The plaque at the Met next to this Dürer reads:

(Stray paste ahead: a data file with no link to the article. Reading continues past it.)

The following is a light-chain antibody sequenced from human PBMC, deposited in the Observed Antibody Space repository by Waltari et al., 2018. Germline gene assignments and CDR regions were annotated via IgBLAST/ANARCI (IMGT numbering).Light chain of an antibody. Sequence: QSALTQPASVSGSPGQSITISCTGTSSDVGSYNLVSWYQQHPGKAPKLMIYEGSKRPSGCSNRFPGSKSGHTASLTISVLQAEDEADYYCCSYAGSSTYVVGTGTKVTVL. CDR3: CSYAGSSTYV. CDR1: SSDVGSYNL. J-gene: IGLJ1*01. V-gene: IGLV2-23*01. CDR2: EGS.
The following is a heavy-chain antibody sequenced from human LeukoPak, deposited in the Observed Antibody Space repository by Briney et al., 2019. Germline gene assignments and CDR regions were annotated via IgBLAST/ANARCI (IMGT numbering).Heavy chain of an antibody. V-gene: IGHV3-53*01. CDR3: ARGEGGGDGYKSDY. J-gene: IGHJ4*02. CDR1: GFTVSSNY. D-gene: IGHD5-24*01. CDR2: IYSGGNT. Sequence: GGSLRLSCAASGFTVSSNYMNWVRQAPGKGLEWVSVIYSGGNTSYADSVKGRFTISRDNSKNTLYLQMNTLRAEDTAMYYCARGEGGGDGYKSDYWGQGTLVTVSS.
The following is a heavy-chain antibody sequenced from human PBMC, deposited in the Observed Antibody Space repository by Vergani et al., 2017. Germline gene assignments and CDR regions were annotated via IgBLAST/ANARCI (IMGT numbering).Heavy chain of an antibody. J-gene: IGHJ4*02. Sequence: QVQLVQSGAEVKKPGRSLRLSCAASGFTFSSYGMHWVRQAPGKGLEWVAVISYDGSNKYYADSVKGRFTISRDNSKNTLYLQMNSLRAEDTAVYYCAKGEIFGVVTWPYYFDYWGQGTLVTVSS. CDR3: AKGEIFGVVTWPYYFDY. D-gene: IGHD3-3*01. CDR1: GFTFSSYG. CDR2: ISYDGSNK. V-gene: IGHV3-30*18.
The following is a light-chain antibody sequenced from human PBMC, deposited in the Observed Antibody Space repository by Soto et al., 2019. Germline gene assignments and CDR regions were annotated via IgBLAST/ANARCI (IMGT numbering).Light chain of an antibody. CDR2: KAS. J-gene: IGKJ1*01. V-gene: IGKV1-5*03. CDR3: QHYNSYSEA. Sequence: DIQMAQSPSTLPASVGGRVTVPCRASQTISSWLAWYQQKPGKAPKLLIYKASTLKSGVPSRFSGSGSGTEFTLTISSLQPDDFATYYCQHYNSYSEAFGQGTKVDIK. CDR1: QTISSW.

One of Dürer’s most puzzling prints, Melencolia I is a depiction of the intellectual situation of the artist and, by extension, a spiritual self-portrait of Dürer himself. In medieval philosophy, each individual was thought to be dominated by one of the four humors; melancholy, associated with black gall, was the least desirable of the four, and melancholics were considered the most likely to succumb to insanity. Renaissance thought, however, also linked melancholy to creative genius, which made the self-conscious artist aware that his gift came with terrible risks.
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